State of EV charging in Europe vs the United States

In order to understand the differences between EV charging management systems in Europe and the US, it is worth to explore the current state of the EV market in both locations.

According to research, numbers don’t lie – Europe has a leading status when it comes to EV infrastructure and the demand for EV charging. Looking at the first half of 2021, Europe was expected to account for the highest share of new electric vehicles registrations (1.06 million new registrations), whereas the United States was expected to have only 297 000 new electric cars registrations. This data shows the huge gap between those countries when it comes to electric cars infrastructure. The reason behind the accelerating number of EV registrations in Europe can be European governments’ legislation that stimulates the growth of charging network.

Even though many EV companies are actually from America, the US is still lagging behind Europe in terms of EV charging experience. Europe is expected to reach 1.3 million public EV chargers by 2025, whereas the current number of US public EV charging stations is nearly 43,000. In Europe, charging stations are located mostly all over the continent in order to enable electric vehicle users to charge almost anywhere. In the US in contrast, chargers are distributed unevenly across the country. What’s more, the vast majority of chargers available in the US are Level 2 chargers, whereas Europe already replaces them for rapid. fast and ultra fast chargers.


Charging stations management disparities

Charging cables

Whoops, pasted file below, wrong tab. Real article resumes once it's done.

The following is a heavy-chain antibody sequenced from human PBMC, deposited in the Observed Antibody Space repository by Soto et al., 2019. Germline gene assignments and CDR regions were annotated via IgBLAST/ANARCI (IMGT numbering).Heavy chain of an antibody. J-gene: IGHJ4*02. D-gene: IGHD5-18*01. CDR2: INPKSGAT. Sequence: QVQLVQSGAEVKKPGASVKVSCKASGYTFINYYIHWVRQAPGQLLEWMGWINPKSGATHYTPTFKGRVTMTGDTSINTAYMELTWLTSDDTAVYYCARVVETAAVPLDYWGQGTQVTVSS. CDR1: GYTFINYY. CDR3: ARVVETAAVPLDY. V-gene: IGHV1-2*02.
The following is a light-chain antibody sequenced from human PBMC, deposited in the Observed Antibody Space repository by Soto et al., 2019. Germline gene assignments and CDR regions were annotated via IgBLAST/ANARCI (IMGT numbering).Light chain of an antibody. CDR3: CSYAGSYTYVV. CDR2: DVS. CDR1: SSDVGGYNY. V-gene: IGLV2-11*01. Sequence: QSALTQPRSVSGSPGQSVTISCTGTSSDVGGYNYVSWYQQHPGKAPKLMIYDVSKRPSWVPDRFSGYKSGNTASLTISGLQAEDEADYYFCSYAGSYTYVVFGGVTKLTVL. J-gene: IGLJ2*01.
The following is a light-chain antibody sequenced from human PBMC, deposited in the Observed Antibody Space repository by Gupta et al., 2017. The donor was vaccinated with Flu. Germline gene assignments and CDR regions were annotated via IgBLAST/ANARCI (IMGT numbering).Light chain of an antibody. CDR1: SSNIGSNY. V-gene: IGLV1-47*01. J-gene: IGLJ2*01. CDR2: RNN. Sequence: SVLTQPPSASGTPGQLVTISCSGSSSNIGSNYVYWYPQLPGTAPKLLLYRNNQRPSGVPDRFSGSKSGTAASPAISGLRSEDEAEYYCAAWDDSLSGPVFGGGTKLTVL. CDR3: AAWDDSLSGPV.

In Europe, EV drivers need to carry around their own charging cable in the car, because charging stations don’t provide them. Every time a customer wants to charge his electric vehicle, he/she has to be prepared and plug his/her charging cable into a charging station. Of course, it comes with the risk that a charging cable might be stolen or a driver may accidentally forget to take it with him.

In the US, this problem doesn’t exist because charging stations have their own attached charging cable. Thus, it makes the EV drivers’ life easier – they can charge their cars whenever they feel like it. However, for station owners, having an attached charging cable means that they have an additional component to manage. Therefore, being a station owner in the US requires investing in a complex charging station management system, which will help charge point operators maintain all the assets. In this case, it could prevent the owner from damaging the cable that has been left on the ground by the driver.


An important part of every charging cable is its connector. Which connectors are usually used in Europe and the US?

If it comes to AC charging, the standard plug for all American vehicles is the J1772, which is often called J-plug or Type 1. However, the main disadvantage of this plug is that it allows using only one charging phase. Type 1 was also used by European cars but was then replaced by a more efficient solution – Type 2 plug, which quickly became the new European standard. Fortunately, both types of plugs (Type 1 and Type 2) use the same J1772 signaling protocol in order to communicate. Thus, car manufacturers can make electric vehicles in the same way and only install the type of plug that is suitable for the market where the car will be sold.